As an editor and writer, there’s nothing more cringe-worthy than reading a poorly written piece of copy—whether it’s a blog, brochure, or even a sloppy social media post. To be fair, social media often gets a pass due to character counts and the very succinct nature of that type of content. Still, there’s no excuse for careless copy, unless you’re actively trying to lose the faith of your audience.
Why would they stray?
Bad writing is confusing. You’re supposed to be an expert in your field. Showing little regard for how you present yourself to clients or prospects doesn’t sync with that persona, and you run the risk of alienating the individuals you’ve worked so hard to entice. At worst, your reputation becomes irrevocably damaged—and even if redemption is forthcoming, you’ve still wasted precious resources creating ineffective copy.
Here are a few simple steps to prevent any of this from occurring.
Keep Copy Clear And Concise
We are inundated with words. In marketing messages alone, the average person is exposed to between 4,000 and 10,000 per day, not to mention all the other personal communications we engage with (text messages, emails, Facebook, Instagram). It’s unlikely your audience is poring over every word you publish. They’ll grab what they can from the title, bullet points, or bolded sections and skim the rest. Complex jargon, run-on sentences, and excessive use of buzzwords can come off as irritating and gratuitous. You’re asking the reader to invest way more than they signed up for.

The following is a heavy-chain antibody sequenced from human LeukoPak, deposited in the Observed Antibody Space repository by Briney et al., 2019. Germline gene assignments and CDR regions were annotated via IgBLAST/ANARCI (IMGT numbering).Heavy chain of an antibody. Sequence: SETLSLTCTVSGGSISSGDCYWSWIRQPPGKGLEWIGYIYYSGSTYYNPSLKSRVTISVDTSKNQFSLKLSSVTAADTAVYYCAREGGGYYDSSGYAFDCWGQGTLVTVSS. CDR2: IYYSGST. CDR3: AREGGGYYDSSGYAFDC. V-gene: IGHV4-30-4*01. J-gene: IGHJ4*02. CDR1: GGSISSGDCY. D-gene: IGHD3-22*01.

There’s no excuse for careless copy
The best advice I ever received from an editor I worked with was “good writing makes reading it effortless.” It shouldn’t feel like work. Remember, your content marketing goal is to enlighten, entertain, and educate—just not in a way that requires much exertion by the end user.
Another lesson I’ve learned working with freelance writers from all over the world—particularly in cases where English is not their first language—is that the most effective way to present your idea or argument is in short, clear, and concise sentences with easy-to-understand words and phrases. Make the dictionary your best friend, not the thesaurus.
For The Love Of All Things Sacred, Spell Check
Simple spelling errors are unacceptable when one click will alert you of questionable words. If you skip the check and overlook easily fixable mistakes as a result, you’re giving the impression that you really don’t care to devote attention to detail. Why would you want to represent your company in that way?
Make the dictionary your best friend, not the thesaurus
Don’t forget to also do your own manual spell check of names. In a world where the name Ashley can be spelled Ashleigh, you can’t assume. I’ve had my fair share of Starbucks drinks with my name spelled S-h-e-e-n-a. Trust me, people notice when their names are misspelled.
Give Your Eyes A Rest, Then Do Final Looks
Even the best of editors need a second pair of eyes, but sometimes you have to fill that role yourself. Give your brain a break before approving final copy. There’s only so many times you can read over the same paragraphs before you’re cross-eyed, so don’t force it. Coming back with a fresh perspective allows you to catch mistakes you previously failed to notice—such as a missing comma or erroneous use of a term.
With the overload of information we encounter daily, the power of quality content can’t be underestimated. Performing a thorough review of your forward-facing copy is well worth the time investment.